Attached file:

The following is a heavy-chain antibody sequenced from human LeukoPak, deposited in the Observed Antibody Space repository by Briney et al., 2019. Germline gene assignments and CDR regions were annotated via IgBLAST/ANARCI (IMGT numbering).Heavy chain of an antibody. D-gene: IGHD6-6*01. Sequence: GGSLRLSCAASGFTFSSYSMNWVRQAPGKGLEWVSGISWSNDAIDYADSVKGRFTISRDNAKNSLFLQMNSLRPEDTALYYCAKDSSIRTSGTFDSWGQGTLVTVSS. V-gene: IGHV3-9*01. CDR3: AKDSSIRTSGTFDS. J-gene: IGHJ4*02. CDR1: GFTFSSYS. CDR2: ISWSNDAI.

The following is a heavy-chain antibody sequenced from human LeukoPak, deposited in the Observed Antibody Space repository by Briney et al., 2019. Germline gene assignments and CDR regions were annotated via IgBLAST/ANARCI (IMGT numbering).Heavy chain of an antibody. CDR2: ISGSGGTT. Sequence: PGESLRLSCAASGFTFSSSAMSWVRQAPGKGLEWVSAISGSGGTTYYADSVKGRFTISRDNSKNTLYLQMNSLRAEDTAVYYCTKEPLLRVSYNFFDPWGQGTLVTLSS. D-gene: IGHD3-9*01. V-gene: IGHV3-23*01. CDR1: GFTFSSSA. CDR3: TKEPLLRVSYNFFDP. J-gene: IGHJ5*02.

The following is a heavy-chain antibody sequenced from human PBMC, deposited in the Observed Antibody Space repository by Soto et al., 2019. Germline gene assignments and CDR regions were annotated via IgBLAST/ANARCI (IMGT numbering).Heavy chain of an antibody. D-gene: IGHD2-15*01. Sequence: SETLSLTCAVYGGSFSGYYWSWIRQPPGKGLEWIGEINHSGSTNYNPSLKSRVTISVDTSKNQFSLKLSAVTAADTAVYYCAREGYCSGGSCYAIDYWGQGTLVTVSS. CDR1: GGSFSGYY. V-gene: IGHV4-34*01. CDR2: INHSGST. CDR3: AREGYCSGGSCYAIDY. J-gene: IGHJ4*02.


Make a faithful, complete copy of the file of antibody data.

The following is a heavy-chain antibody sequenced from human LeukoPak, deposited in the Observed Antibody Space repository by Briney et al., 2019. Germline gene assignments and CDR regions were annotated via IgBLAST/ANARCI (IMGT numbering).Heavy chain of an antibody. D-gene: IGHD6-6*01. Sequence: GGSLRLSCAASGFTFSSYSMNWVRQAPGKGLEWVSGISWSNDAIDYADSVKGRFTISRDNAKNSLFLQMNSLRPEDTALYYCAKDSSIRTSGTFDSWGQGTLVTVSS. V-gene: IGHV3-9*01. CDR3: AKDSSIRTSGTFDS. J-gene: IGHJ4*02. CDR1: GFTFSSYS. CDR2: ISWSNDAI.

The following is a heavy-chain antibody sequenced from human LeukoPak, deposited in the Observed Antibody Space repository by Briney et al., 2019. Germline gene assignments and CDR regions were annotated via IgBLAST/ANARCI (IMGT numbering).Heavy chain of an antibody. CDR2: ISGSGGTT. Sequence: PGESLRLSCAASGFTFSSSAMSWVRQAPGKGLEWVSAISGSGGTTYYADSVKGRFTISRDNSKNTLYLQMNSLRAEDTAVYYCTKEPLLRVSYNFFDPWGQGTLVTLSS. D-gene: IGHD3-9*01. V-gene: IGHV3-23*01. CDR1: GFTFSSSA. CDR3: TKEPLLRVSYNFFDP. J-gene: IGHJ5*02.

The following is a heavy-chain antibody sequenced from human PBMC, deposited in the Observed Antibody Space repository by Soto et al., 2019. Germline gene assignments and CDR regions were annotated via IgBLAST/ANARCI (IMGT numbering).Heavy chain of an antibody. D-gene: IGHD2-15*01. Sequence: SETLSLTCAVYGGSFSGYYWSWIRQPPGKGLEWIGEINHSGSTNYNPSLKSRVTISVDTSKNQFSLKLSAVTAADTAVYYCAREGYCSGGSCYAIDYWGQGTLVTVSS. CDR1: GGSFSGYY. V-gene: IGHV4-34*01. CDR2: INHSGST. CDR3: AREGYCSGGSCYAIDY. J-gene: IGHJ4*02.